On the menu today, another serving of what you need to know, regardless of whether or not it’s what you want to hear. First, what is and what is not happening in the presidential transition, and what part of the transition needs President Trump’s approval before it can begin; in Michigan, a Trump campaign lawyer forgets required parts of a filing for appeal, and a separate lawsuits seeks a re-vote in Detroit; and the rapidly approaching deadlines for certifications of the state votes.
America’s Two Diverging Post-Election Tracks
One week after Election Day, the United States is running along two parallel tracks that are starting to diverge.
In one country, President-elect Joe Biden is going about the work of a presidential transition in Wilmington. All major media organizations have projected that Biden has won at least 279 electoral votes and is leading by five-figure margins in Arizona and Georgia. Biden named a task force for the coronavirus — which included the eyebrow-raising selection of Dr. Ezekiel Emanuel, who once wrote that “living too long is also a loss” — and plans to give remarks today on the Trump administration’s lawsuit to overturn the Affordable Care Act. The Biden team announced plans for first-day executive orders that would “rejoin the Paris Climate Agreement, reinstating the Deferred Action for Childhood Arrivals program, rejoin the World Health Organization and repeal Trump’s travel ban targeting majority Muslim nations.”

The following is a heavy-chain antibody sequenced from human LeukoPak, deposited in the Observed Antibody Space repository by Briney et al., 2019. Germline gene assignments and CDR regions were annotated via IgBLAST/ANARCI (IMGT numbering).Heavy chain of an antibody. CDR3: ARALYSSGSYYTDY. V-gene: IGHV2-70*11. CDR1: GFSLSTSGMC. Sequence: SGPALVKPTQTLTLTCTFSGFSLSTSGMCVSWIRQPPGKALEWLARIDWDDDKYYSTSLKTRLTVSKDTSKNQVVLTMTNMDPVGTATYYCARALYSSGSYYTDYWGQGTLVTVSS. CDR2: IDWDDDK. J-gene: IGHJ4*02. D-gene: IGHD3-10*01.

Biden and Kamala Harris are in Delaware, receiving non-presidential-level classified briefings in preparation to step into the executive branch.
The General Services Administration won’t release any funds or open up any new office space for the Biden transition effort. Biden and his team cannot receive the presidential daily briefing on national-security and intelligence matters until President Trump authorizes it.
The 9/11 Commission warned that the recount and related delays in the transition from the Clinton administration to the Bush administration played a factor in the lack of preparation for the attacks: